As a consultant in the silicones business over the last 20 years, I’ve found myself in some pretty sticky situations. I have been asked to make many new products, as well as help fix others considered “broken” in a customer’s process; many of these are outlined in the case history section of my book, Silicone Elastomer Handbook.

While revisiting many of these projects, I found that many custom products that were considered wasted time were not always failures; instead, they were miscommunications, marketing failures, or bad partnerships. This article identifies three categories of activities that resulted in “failed” projects that ended up marketable in other areas.


1. Unmet Needs

Unmet needs are products that I couldn’t develop because I did not have the right technology at the time. In hindsight, it’s now obvious that the answers were often right in front of me.

Early unmet needs ranged from molding firms requesting higher tear, lower viscosity and better shelf stability to aerospace companies wanting low temperature yet high performance capabilities. Some 20 years ago, I understood general routes to accomplish each of these facets. However, they did not become technical successes. This could have been because many of them targeted a market that I was unfamiliar with.

Over time, I have come to realize that the solution could have been addressed with higher levels of applied materials technology. Many of the solutions were made possible through higher filler treatment and polymer engineering. Most often, the polymer contributions were accomplished either from chain extension, functionalization or end capping. In addition, crosslinkers needed to be tamed. Controlling the reactivity of silanes enabled desired properties and minimized undesirable ones. Various fumed silicas enabled suspension, compatabilization and unique rheologies. In some products, robust product engineering has resulted in exceptionally long shelf life, ranging from five to 10 years.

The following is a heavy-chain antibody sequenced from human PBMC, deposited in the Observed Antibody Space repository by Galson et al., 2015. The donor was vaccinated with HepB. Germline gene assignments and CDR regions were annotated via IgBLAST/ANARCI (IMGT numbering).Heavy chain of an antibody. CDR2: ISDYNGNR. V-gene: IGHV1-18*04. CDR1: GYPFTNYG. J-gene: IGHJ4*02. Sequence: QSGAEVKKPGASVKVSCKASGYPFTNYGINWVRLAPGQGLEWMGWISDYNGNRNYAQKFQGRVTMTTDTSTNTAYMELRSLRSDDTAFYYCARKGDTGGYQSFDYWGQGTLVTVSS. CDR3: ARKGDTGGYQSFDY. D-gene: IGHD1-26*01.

One of the biggest obstacles regarding unmet needs involves working with customers. For a technical person, chemistry is the easy part; communication, however, can be tricky. Semantics can often create alternative perceptions based on differing perspectives of performance. Once a problem is clearly defined—and all parties are speaking the same language and using the same terminology—routes to solutions are much simpler. Often, this requires several attempts and interviews with everyone involved with the project. The combination of perspectives often provides a better overall understanding.

Once communication is established, the next hurdle is attaining a target. Getting a clear and firm target can be a challenging task with some customers. Once a product concept is developed, different departments have different wants, some of which are unattainable. For example, the marketing department will always want to improve the capabilities of the product, while manufacturing personnel will want it to be easier to make. Purchasing will want the product to be less expensive, and the quality control staff will want the product to be easier to test. Management often wants to keep the targets loose so that they can add on additional requirements at a later date.

The best solution to this obstacle is to establish a single point of contact. As a consultant, I realized I should have one project manager, with whom I can set clear and firm targets. This eliminates other departments offering their opinions, as they all have a different end game in mind.


2. Marketing Failures

In my experience, marketing failures were many; each gave me the opportunity to open new doors and develop new products. I define marketing failures as new products that were a technical success on my end, but a marketing failure due to the client. Examples include misdirection to the market in terms of application, focus, business strategy or terminology. In some cases, clients thought they had guaranteed business, but then funding was eliminated. In others, the interested party didn’t follow through or lost interest, and the product was never commercialized or offered to the market.